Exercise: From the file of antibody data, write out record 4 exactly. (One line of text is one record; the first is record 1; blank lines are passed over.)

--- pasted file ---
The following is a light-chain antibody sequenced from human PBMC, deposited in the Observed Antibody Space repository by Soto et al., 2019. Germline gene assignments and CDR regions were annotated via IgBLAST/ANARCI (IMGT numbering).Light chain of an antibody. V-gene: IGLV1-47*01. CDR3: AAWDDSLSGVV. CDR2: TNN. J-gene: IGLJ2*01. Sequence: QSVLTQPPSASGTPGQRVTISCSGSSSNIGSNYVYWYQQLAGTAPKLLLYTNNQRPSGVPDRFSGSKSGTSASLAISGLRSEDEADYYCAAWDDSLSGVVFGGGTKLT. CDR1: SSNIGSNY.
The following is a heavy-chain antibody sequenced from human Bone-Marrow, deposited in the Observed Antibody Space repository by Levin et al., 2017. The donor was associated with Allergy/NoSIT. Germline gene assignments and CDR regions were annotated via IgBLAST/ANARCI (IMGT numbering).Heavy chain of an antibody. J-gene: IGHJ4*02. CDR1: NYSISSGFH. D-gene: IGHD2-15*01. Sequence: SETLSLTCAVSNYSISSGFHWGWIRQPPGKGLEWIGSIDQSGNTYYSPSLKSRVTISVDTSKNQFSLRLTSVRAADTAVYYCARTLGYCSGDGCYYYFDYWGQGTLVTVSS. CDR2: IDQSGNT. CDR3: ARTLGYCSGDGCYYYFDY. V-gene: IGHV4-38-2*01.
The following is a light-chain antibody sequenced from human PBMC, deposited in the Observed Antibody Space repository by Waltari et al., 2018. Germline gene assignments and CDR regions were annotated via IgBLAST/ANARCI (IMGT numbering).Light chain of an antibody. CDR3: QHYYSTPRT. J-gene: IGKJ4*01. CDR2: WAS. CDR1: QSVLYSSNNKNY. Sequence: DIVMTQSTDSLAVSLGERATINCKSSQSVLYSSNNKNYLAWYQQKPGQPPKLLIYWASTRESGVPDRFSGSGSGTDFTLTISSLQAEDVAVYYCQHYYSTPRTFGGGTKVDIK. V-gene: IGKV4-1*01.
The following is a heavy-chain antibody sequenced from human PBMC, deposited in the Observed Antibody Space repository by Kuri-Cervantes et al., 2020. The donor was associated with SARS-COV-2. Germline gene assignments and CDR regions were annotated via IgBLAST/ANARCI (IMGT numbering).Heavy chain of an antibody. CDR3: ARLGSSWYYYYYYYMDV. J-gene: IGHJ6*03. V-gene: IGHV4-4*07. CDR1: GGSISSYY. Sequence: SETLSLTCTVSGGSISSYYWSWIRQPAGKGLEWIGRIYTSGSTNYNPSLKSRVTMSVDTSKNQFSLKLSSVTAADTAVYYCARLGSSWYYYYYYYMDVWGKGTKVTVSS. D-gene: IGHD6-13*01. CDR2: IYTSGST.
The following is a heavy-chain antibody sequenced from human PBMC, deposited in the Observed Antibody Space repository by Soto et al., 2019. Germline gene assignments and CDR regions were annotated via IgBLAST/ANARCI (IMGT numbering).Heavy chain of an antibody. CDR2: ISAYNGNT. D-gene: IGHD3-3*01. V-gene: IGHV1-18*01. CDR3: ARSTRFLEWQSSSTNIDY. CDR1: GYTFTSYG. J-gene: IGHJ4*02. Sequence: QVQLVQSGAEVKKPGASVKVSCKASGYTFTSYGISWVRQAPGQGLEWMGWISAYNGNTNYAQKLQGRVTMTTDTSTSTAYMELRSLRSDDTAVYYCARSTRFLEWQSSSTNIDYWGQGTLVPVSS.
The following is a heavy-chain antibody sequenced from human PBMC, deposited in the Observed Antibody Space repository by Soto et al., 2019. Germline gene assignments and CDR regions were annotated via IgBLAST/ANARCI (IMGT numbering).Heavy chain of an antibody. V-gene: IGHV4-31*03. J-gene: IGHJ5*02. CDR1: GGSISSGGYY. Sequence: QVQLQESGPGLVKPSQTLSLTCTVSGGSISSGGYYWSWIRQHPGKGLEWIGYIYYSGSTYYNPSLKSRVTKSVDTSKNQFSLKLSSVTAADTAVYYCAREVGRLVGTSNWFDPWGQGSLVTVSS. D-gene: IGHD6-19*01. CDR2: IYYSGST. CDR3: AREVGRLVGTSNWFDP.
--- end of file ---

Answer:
The following is a heavy-chain antibody sequenced from human PBMC, deposited in the Observed Antibody Space repository by Kuri-Cervantes et al., 2020. The donor was associated with SARS-COV-2. Germline gene assignments and CDR regions were annotated via IgBLAST/ANARCI (IMGT numbering).Heavy chain of an antibody. CDR3: ARLGSSWYYYYYYYMDV. J-gene: IGHJ6*03. V-gene: IGHV4-4*07. CDR1: GGSISSYY. Sequence: SETLSLTCTVSGGSISSYYWSWIRQPAGKGLEWIGRIYTSGSTNYNPSLKSRVTMSVDTSKNQFSLKLSSVTAADTAVYYCARLGSSWYYYYYYYMDVWGKGTKVTVSS. D-gene: IGHD6-13*01. CDR2: IYTSGST.